What is the Fair Credit Reporting Act?The Fair Credit Reporting Act is a law passed by Congress designed to help promote accuracy and ensure the privacy of the information used in consumer reports. It is enforced by the Federal Trade Commission.
What is the Fair Credit Reporting Act?
A person’s credit report determines many things over the course of your life. It can determine if you can get new credit, get a favorable interest rate, get a home or even get a job. The Fair Credit Reporting Act is there to make sure that any negative effects that your credit report has on your life are the result of poor credit decisions rather than false information or identity theft.
Below is a FAQ concerning the Fair Credit Reporting Act.
Q: Does the Fair Credit Report Act let me contact the credit bureaus so I can find out what is on my report?
A: Yes. If you contact any of the three credit bureaus they will send you a copy of your report (charges may apply). You are entitled to one free report a year and a free copy every time you are declined for credit.
Q: What do you mean by “charges may apply” when I want a copy of my report?
A: What this means is that if you just want to have a look at your credit report, then you may have to pay for it. If you are denied for credit, insurance or employment and you request your report within 60 days, it is free. The Fair Credit Reporting Act demands this, so you are within your rights to ask for it. Also, as stated before you can get a free report once a year.
Q: Under the Fair Credit Reporting Act, what do I do if there is inaccurate information on my report?
A: The Fair Credit Reporting Act gives you a process that you must follow when disputing information. The process is as follows:
Tell the credit bureau in writing that you dispute the information.
The agency will investigate (wait at least 30 days)
Then the credit bureau will give you written notice of the results and a free credit report.
If the information was inaccurate, then they’ll remove it from your report. You might have to check to make sure the information is actually removed.
Q: What do I do if the credit bureau reports that the incorrect information is accurate?
A: Reinvestigation is not always going to solve your problem. If the creditor says the information is correct, most likely the credit bureau will believe them. But you still have options. You can:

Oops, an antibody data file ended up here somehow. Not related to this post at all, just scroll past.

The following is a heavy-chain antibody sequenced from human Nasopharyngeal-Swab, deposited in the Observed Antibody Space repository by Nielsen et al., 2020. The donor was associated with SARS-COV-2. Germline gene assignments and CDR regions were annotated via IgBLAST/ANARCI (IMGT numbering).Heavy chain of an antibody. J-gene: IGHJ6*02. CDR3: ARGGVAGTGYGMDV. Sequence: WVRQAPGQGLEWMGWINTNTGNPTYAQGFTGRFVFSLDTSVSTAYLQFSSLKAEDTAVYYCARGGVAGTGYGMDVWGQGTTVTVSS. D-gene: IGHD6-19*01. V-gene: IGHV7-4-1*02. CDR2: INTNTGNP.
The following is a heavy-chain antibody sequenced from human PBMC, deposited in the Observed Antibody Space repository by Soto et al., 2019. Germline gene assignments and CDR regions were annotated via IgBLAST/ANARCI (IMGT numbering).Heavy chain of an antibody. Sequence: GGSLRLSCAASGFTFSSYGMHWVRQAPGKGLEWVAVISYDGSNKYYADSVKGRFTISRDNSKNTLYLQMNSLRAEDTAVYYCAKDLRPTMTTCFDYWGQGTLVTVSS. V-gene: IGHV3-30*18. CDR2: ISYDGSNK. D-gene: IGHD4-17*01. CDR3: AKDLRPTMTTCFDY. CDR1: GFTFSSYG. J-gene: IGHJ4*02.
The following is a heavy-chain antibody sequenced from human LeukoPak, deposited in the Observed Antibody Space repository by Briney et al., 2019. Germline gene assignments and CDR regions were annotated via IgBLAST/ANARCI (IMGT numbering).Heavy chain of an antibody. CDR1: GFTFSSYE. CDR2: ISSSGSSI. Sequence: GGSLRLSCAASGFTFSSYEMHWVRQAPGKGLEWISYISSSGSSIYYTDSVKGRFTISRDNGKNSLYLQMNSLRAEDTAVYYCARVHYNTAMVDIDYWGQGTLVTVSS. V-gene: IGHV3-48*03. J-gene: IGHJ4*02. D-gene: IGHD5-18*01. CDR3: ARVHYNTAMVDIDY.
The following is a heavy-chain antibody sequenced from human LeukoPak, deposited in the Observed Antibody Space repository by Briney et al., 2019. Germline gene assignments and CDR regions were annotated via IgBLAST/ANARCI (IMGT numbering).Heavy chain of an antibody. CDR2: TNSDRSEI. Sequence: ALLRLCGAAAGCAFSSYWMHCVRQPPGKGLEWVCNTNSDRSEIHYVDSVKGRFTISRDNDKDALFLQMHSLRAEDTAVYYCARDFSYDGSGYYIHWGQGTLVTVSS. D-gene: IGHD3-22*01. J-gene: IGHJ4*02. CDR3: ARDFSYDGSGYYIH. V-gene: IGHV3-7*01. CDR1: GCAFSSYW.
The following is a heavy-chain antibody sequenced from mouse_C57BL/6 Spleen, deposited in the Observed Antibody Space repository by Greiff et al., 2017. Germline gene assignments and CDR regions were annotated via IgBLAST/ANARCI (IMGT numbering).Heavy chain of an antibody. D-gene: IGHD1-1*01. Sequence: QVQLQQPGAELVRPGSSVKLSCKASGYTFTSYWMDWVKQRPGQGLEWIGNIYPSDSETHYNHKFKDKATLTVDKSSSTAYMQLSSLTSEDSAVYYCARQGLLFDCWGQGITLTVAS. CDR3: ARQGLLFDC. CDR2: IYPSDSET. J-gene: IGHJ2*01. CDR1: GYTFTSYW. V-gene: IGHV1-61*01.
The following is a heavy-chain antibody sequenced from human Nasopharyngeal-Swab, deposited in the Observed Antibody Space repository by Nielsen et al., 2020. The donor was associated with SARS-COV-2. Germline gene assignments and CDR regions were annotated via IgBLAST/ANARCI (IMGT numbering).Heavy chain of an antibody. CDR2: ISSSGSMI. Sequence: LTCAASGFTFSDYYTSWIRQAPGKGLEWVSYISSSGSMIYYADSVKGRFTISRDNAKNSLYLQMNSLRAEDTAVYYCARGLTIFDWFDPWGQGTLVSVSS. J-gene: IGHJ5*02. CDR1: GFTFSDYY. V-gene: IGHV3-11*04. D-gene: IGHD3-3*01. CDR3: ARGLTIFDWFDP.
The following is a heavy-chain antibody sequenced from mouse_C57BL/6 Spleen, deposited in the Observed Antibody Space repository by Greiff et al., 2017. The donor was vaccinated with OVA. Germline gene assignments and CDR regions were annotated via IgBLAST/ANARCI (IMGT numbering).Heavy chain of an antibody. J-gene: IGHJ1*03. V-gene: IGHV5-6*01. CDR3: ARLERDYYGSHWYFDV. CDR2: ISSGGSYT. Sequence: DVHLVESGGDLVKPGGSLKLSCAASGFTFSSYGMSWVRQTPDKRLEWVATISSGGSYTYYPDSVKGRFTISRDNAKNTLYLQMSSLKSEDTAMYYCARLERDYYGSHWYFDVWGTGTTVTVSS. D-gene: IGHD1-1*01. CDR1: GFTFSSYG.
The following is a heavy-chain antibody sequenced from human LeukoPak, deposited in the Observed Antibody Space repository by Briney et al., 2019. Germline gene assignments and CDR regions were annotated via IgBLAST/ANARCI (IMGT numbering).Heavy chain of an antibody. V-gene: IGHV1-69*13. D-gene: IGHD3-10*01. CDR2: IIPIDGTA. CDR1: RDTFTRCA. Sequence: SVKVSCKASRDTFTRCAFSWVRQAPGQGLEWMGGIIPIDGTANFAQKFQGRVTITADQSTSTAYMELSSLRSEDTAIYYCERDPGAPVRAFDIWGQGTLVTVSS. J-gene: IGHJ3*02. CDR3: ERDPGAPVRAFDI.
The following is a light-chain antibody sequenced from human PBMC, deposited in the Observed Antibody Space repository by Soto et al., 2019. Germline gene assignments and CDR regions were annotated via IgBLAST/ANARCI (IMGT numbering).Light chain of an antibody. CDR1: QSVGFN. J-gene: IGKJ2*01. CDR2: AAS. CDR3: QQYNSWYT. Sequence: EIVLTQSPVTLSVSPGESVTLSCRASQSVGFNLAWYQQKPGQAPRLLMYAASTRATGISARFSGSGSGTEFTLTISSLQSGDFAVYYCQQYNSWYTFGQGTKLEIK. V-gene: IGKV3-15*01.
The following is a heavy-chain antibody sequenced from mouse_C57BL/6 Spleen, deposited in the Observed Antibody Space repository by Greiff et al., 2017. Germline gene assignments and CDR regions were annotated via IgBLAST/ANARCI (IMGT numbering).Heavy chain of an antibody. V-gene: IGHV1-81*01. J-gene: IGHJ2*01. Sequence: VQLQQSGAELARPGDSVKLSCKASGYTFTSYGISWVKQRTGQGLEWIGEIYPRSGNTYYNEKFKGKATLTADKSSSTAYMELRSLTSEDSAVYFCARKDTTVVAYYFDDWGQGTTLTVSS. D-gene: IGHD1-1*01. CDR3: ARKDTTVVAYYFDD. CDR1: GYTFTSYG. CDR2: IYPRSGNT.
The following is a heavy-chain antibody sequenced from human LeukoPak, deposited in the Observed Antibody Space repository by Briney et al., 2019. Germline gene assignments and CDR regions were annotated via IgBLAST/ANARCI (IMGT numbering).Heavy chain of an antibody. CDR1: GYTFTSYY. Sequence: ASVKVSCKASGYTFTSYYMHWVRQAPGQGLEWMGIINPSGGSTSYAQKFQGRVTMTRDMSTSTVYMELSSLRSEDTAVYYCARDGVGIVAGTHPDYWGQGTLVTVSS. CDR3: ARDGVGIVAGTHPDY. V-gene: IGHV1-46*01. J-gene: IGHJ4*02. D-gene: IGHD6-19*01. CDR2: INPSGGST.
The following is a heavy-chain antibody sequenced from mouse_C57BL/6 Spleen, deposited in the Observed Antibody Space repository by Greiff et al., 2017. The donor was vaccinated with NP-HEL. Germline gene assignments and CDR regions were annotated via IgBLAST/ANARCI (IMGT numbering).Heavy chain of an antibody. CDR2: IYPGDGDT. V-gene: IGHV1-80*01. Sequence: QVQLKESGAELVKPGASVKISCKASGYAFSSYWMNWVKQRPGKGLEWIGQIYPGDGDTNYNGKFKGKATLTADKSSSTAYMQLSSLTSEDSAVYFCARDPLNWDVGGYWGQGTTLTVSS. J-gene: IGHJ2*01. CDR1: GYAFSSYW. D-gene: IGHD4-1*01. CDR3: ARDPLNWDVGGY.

Ask the credit bureau to file a statement that you dispute the charge
Contact your creditor directly and resolve the issue with them first, and then ask the credit bureau for another investigation.
Under the Fair Credit Reporting Act, if you dispute an item a notice of your dispute must be included any time the information provider reports the item to a credit bureau.
Q: I think I was a victim of identity theft. What does the Fair Credit Reporting Act let me do?
A: The Fair Credit Reporting Act gives you a lot of ways to prevent identity theft. You can place fraud alerts on your account. You are also protected from having to pay debts incurred as a result of identity theft. This will require some time and effort on your part. You will also be asked to sign sworn affidavits claiming that you did not, in fact, take out the credit card or other loan in question.
Q: How long can credit bureaus report negative information?
A: The Fair Credit Reporting Act allows negative information to be reported for seven years. Exceptions to this rule are:
Criminal convictions–no time limit
Application for job with an annual salary of $75,000 or higher–no time limit
Insurance application of more than $150,000–no time limit
Unpaid judgments–seven years or when the statute of limitations runs out, whichever is longer.
Q: Who can obtain a copy of my credit report?
A: Only those that the Fair Credit Reporting Act deems has a legitimate need can obtain your report. So, a mortgage lender has a need to look at your report because he wants to see if you are worthy of borrowing money. The manager at McDonald’s, however, does not have a need to see your report in order to sell you a hamburger.
Q: What do I do if I think a bureau is violating the Fair Credit Reporting Act?
A: You can send information about your experiences to the Federal Trade Commission since they enforce the Fair Credit Reporting Act. You can send your questions or complaints to:
Consumer Response Center – Fair Credit Reporting Act
Federal Trade Commission, Washington, DC 20580.